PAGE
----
where γConifer jt is the animal j-level random effect associated with the variable xConifer in year t. The inter-HR level functional response can then be tested by extracting the random coefficients (βConifer + γConifer jt) of all individuals, and then testing for linear and curvilinear relationships between these selection coefficients and habitat features (i.e. road density, proportion of cuts or proportion of closed-canopy conifer forests) available overall in individual home-ranges (100% MCP) (Fig. 1a). To model nested-hierarchical functional responses (combining within- and inter-HR levels), we can add to models 6, 7, 8, 11 and 12 (Table S1, Supporting information), a random coefficient in front of some of the interactions between the use of closed-canopy mature conifer forest and anthropogenic disturbances (i.e. either local proportion of recent or regenerating cuts, or road density) or the proportion of closed-canopy mature conifer forests:

  • image(eqn 4)
image

Figure 1.  Example of changes in the relative probability of occurrence in closed-canopy mature conifer forests (xConifer) as a function of the proportion of recent cut within a 5-km radius buffer for four individuals. (a) The selection coefficient for xConifer (βConifer + γConifer) increase among individuals according to the overall proportion of recent cuts they have in individual home-ranges, which provides evidence of inter-home-range functional response. (b) The selection coefficient for xConifer increases with the proportion of recent cut within a 5-km radius buffer (within-home-range functional response) for four individuals, and the rate of this increase (βInteraction + γInteraction) is steeper for individuals with home-ranges comprised of a relatively large proportion of recent cuts, which provides evidence of nested-hierarchical functional response.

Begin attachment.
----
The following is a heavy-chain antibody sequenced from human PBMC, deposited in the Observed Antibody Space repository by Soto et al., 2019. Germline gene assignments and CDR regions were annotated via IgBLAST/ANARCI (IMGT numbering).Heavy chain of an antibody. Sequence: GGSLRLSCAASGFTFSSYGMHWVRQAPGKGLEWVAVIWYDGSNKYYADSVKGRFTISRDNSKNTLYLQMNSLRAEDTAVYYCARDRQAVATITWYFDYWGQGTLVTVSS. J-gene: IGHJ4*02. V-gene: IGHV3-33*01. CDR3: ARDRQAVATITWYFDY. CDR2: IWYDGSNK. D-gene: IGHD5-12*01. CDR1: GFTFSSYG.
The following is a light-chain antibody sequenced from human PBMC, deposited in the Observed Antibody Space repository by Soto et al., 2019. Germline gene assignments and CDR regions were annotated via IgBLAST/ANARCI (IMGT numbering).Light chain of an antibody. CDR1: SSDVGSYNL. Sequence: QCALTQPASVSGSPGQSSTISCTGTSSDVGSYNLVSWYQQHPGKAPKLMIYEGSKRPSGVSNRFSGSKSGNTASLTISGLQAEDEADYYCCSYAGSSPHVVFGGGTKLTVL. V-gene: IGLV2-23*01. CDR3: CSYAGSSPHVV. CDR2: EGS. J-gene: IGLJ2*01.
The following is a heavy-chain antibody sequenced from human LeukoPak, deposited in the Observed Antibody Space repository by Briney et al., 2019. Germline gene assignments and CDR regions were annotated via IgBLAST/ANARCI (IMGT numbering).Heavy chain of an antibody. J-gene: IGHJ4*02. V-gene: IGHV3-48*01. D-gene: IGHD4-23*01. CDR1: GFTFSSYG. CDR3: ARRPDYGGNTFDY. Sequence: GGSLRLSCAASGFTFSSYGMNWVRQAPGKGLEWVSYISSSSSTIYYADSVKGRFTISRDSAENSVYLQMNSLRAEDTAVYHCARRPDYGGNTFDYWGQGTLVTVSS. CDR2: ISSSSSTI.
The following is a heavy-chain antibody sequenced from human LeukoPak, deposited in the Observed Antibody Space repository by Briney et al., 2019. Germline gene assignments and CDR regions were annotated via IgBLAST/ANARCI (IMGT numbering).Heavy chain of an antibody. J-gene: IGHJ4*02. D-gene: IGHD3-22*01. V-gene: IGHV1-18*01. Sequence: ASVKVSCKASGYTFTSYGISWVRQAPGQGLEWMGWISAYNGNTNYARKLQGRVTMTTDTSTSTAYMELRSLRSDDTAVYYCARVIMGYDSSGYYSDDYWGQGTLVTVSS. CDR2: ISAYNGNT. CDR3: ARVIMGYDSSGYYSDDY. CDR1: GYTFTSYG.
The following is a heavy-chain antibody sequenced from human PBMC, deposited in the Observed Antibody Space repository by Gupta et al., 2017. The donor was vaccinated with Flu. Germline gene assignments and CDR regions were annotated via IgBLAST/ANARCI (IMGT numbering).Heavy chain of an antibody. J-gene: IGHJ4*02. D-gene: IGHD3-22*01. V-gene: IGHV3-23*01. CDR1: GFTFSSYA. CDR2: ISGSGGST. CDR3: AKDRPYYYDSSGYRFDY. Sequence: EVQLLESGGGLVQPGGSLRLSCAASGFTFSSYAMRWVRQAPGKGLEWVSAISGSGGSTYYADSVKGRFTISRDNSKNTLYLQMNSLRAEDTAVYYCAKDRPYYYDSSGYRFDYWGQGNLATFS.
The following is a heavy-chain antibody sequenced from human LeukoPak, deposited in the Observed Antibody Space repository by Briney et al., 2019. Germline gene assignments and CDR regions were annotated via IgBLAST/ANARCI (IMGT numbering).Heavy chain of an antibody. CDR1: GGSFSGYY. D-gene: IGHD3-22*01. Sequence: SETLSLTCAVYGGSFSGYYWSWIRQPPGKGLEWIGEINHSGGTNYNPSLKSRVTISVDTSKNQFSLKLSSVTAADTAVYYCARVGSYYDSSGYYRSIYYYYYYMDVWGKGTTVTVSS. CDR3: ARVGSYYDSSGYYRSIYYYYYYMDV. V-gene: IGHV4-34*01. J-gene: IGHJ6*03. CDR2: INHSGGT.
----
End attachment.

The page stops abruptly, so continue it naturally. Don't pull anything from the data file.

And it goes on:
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where γInteraction jt is the animal j-level random effect associated with the variable xConiferxCovar for year t. This approach yields the random coefficient (βInteraction + γInteraction jt) needed to assess whether or not the population displays a nested-hierarchical functional response in habitat selection, that is, whether or not the strength of the functional response to local habitat characteristics within HR depends on some overall characteristic of their HR. This would be the case, for example, if all individuals increased their selection of closed-canopy conifer forests in areas (5-km radius buffer) where these forests are abundant, with some caribou responding strongly and others weakly to the local changes in abundance (Fig. 1b). A nested-hierarchical functional response then emerges if those differences in response could be related to differences in home-range characteristics among individuals (e.g. global abundance of cuts or closed-canopy mature conifer forests).